All of these actions involve some type of file access. For example, to edit a file, that file is accessed so that it may be loaded by the appropriate program. Likewise, when a shortcut icon is double-clicked on, or when an icon representing another object is dropped on that icon, the program or file represented by that shortcut icon is accessed so that the appropriate action may be taken. Even when an object simply represents a program executing that program can be viewed as a file access since a program is merely a file containing code that is executed by the computer 100, and that file must be accessed by the operating system to load and execute that program. Furthermore, GUI actions that are more involved and less convenient, such as running a program by choosing it from a pop-up menu involve the same types of files accesses. Accordingly, throughout the rest of this document, files should be interpreted to include both program (or executable) files as well as data, or other types of files. Additionally, file accesses should be interpreted to include both accessing program files to execute them as well as accessing data, program, or other types of files to perform other operations using those files.

FIG. 4 is a flow chart that summarizes the steps that may be used to log file accesses that are initiated by the user's interaction with the GUI. All, or part, of these steps may be done by the GUI, the operating system, a low-level process running in the background, an application, or any combination of the preceding. In a step 400, the files accessed via the graphical user interface are monitored. In a step 402, a reference to each file accessed, is stored in a log along with a time stamp indicating when the event occurred. This desktop event log may be stored in memory or on a disk. The desktop event log may be kept in any format including a proprietary binary format, or a textual form.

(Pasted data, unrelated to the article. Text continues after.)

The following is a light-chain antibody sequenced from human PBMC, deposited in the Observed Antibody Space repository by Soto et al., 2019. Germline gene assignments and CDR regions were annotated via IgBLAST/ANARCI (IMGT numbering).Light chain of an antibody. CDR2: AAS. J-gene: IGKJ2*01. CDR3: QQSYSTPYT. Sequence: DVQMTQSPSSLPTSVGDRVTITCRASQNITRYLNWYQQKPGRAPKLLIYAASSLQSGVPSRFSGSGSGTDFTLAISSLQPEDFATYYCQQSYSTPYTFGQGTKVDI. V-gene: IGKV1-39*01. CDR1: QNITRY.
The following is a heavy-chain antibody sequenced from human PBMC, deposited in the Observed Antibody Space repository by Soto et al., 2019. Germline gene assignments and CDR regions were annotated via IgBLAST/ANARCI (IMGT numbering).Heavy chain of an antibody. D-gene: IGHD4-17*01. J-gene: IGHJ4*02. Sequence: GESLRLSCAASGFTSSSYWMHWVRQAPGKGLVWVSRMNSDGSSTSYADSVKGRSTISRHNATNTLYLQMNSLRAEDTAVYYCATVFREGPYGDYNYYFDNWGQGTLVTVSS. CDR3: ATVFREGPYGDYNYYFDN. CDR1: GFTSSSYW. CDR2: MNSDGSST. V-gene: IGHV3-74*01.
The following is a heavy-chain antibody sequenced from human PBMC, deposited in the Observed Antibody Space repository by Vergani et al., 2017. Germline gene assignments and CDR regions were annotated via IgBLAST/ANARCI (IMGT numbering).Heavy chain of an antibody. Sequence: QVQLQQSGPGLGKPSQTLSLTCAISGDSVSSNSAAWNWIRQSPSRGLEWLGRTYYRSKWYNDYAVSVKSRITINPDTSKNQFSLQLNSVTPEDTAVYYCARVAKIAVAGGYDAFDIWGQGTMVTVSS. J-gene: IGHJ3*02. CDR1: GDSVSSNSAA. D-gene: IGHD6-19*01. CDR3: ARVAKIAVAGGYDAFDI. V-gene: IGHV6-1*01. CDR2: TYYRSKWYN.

FIG. 5A is a flow chart that summarizes the steps that may be used to automatically, or semi-automatically create a shortcut for frequently accessed files and place a representation of that shortcut on the computer desktop. All, or part, of these steps may be done by the GUI, the operating system, a low-level process running in the background, an application, or any combination of the preceding. In a step 502, an interval is waited. This interval may be measured in time units, or as a predetermined number of GUI commands. It may also be desirable to wait until the computer 100 is mostly idle so that the process to automatically create a shortcut does not slow the execution of other computer tasks. In a step 504 the desktop event log is examined to see if a particular file meets the criteria for creating a shortcut. If a particular file has been accessed by the user through the GUI more than a specified threshold number of times within a specified period, it meets the criteria for creating a shortcut. The specified period may be measured in time units, or in GUI commands. Examining the desktop event log may be accomplished by successively looking at portions of the log that represent the specified period and then counting the number of occurrences of each file to see if there are more than the specified threshold number of occurrences of that file in that portion of the desktop event log. There are many other ways that are well known in art to examine the desktop event log to see if a particular file has been accessed more than a specified threshold number of times within a specified period.